Designer-Agnostic Approach

What is a designer-agnostic approach? Essentially it's a plug-and-play mentality where any designer on the team can pick up a project and continue to move it forward.


I know that there are about a million questions that come to mind when reading that.

  • How will a designer know what jobs they should work?

  • How will the designer know what to do within an assigned job?

  • Or who to talk to when they have questions?

  • Or what's been happening with the task to date?

  • How are files shared/kept up to date?

  • How do you keep track of the latest version?

  • And many more...

Before I answer all of these questions, I want to start by giving some background on how I came to this solution. When I took ownership of the Parsons Federal design team, I was severely short-staffed and impeded by a lack of processes and workflows. We had an impressive amount of work coming in with unknown competing priorities. Additionally, the design team was restricted by a process that locked them into a project through to its completion.


To add another layer of complexity, I wasn't given an increased budget for new staff or software. My first task as Design Leader was to get my arms around the situation and develop a plan to fix this.


My initial task list looked like this:

  • DON'T LOSE ANYONE

  • Develop relationships with the team and gather pain points

  • Build a relationship with leadership and gather pain points

  • Reach out to all Federal units to start building cross-functional connections

  • Map out current processes/workflows and validate

  • Research available tools/software that the organization already possesses

  • Create new processes that utilize existing tools

What I learned:

  • Prioritization was operating under the "squeaky wheel" approach

  • Design requests were coming in via email from everywhere

  • Team members were completely unaware of each other's workloads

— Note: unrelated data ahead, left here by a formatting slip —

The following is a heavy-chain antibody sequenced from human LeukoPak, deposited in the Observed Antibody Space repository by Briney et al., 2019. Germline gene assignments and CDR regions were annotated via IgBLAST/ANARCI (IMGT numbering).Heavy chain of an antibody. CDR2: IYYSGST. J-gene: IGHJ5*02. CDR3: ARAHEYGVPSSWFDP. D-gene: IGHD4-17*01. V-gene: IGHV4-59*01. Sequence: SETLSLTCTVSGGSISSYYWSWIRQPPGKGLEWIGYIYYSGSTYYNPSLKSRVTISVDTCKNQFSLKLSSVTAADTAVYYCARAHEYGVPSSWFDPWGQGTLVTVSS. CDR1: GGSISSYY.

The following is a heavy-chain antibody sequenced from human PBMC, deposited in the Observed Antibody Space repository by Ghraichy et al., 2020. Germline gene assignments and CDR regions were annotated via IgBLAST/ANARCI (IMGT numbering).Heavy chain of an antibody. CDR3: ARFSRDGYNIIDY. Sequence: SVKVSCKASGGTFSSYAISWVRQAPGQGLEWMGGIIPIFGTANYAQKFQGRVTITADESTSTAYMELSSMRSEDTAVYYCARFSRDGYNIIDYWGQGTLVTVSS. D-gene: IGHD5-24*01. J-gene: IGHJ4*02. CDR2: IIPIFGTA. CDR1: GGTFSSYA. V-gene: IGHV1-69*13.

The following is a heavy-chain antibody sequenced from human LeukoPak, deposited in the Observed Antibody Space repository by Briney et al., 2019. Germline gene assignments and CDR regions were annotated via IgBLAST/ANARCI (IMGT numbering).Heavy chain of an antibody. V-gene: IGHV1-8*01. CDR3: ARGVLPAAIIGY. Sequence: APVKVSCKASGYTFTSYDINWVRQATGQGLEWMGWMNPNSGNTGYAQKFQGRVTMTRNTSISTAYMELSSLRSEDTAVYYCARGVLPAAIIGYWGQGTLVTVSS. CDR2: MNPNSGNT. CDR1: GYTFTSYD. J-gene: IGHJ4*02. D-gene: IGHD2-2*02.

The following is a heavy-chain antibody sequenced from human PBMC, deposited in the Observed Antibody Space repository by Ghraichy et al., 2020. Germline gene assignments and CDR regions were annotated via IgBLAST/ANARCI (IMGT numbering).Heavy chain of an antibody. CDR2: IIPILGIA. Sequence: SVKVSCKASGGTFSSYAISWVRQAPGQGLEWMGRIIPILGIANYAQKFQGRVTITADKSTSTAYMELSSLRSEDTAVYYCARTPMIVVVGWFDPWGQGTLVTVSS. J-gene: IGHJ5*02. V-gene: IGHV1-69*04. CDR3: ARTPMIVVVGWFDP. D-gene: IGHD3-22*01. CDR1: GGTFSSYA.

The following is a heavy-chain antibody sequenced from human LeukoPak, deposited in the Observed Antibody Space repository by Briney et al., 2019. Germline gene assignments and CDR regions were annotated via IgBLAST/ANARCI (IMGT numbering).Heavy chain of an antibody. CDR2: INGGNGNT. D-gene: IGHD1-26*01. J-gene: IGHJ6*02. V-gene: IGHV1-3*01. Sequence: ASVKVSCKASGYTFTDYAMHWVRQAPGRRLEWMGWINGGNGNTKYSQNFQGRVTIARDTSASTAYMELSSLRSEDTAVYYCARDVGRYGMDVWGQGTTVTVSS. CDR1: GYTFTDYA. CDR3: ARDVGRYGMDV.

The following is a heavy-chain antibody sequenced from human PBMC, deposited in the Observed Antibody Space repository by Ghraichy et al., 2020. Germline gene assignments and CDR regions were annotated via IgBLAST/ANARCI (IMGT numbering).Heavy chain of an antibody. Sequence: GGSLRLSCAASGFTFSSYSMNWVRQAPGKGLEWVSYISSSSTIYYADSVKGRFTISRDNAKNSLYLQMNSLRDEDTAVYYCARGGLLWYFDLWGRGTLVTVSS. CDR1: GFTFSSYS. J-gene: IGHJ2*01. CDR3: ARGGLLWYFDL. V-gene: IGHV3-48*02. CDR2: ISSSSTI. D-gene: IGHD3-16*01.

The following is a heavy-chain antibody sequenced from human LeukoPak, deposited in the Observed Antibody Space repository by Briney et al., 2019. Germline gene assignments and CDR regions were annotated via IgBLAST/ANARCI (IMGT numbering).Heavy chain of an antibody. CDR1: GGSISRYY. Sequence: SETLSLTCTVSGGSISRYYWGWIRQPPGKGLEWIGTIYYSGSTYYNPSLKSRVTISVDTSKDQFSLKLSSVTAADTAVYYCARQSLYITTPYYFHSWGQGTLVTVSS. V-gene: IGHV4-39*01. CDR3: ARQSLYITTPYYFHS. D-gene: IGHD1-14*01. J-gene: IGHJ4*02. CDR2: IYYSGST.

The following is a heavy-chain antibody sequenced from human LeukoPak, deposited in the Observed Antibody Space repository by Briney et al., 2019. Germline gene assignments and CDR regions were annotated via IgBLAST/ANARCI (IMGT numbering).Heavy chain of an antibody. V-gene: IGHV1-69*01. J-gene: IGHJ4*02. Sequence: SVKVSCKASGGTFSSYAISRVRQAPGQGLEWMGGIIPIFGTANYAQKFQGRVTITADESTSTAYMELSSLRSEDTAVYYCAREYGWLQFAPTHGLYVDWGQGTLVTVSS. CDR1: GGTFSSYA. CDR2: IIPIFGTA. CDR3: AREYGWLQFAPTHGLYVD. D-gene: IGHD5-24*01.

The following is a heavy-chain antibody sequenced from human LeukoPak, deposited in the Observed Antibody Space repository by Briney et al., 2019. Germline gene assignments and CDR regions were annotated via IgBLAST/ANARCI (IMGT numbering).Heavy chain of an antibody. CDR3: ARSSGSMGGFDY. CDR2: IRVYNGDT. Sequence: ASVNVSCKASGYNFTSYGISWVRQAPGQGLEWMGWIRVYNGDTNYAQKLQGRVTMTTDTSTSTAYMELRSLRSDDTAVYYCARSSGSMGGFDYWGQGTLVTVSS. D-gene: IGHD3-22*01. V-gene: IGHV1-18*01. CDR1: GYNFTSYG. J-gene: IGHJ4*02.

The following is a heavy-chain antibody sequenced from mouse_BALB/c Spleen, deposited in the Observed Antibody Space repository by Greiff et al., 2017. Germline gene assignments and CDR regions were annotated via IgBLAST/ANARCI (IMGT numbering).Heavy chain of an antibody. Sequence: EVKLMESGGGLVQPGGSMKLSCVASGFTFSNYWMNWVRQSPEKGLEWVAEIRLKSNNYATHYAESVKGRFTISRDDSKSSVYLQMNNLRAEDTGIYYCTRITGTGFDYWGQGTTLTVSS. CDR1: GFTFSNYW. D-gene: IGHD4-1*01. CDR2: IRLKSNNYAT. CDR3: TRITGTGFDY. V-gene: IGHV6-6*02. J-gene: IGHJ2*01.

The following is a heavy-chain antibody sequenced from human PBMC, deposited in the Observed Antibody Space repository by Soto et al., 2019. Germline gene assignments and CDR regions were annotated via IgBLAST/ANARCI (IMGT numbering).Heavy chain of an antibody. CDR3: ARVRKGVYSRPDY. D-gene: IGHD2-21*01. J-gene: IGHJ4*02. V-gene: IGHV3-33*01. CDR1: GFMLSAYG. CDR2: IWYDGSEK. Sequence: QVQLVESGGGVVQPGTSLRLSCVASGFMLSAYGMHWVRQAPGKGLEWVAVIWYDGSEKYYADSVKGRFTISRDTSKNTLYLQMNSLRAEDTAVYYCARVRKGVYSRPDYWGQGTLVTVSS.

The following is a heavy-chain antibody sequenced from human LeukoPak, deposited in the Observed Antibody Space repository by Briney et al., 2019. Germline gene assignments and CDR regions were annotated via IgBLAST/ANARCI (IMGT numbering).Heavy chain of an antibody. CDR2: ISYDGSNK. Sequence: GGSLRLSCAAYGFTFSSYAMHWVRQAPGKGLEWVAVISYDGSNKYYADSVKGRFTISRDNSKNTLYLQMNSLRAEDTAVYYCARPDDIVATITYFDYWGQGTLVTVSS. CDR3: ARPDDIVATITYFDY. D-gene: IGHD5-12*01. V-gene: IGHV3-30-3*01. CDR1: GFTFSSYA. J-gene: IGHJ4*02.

• No version control or tracking was in place

  • No brand guidelines for any team deliverables

  • Atlassian tools were at my disposal

I was somewhat familiar with Atlassian's Jira and Confluence. I had led or been a part of several engineering projects that used these tools in their agile workflows. I started by prioritizing my findings into a new checklist:

  • Create a single entry point for all requests

  • Use a system that allows me to prioritize these requests and distribute them to the team

  • Give team transparency into what others are working on

  • Give management transparency into our workflow and tasks

  • Create a methodology for version control

  • Standardize our deliverables to meet brand guidelines



Looking at the list, I figured out that Jira would answer all but one my checklist items.

  • Single entry point: All projects have an Epic. Epics include all high-level information needed to complete a job. (links to shared resources, project scope, relevant files, job numbers, restrictions/requirements, key people, deadlines, etc.)

  • Prioritization: Job tickets are created directly within Jira by the requestor and automatically put into a backlog on the Kanban board. An email notification is automatically sent to notify me. I prioritize that board as needed to ensure delivery schedules. Because the Kanban board is prioritized, my team knows they can take the top job in the queue. Tickets contain all communications and file iterations related to the ask. This workflow allows any team member to grab any job and advance it, even if it was originally created by someone else.

This doubled our productivity overnight!
  • Transparency: Jira tickets are visible to all parties involved. A few benefits of this level of transparency are include utilization tracking, visibility into workloads across the team, project clarity to leadership, and problems are quickly addressed.

  • Version control: all deliverables are tagged with the associated Jira ticket number. Tagging allows us to track all deliverables, see version history, and create a repository in Confluence with previous outputs that we leverage for new tasks.

The Jira workflow has been through a few iterations and there have been new processes added, but for the most part this solution has really withstood the deluge of work we've received. The team has since grown and the Kanban board has easily expanded to accommodate the work. With regards to the last item on the checklist (brand alignment), I'll write about that another day.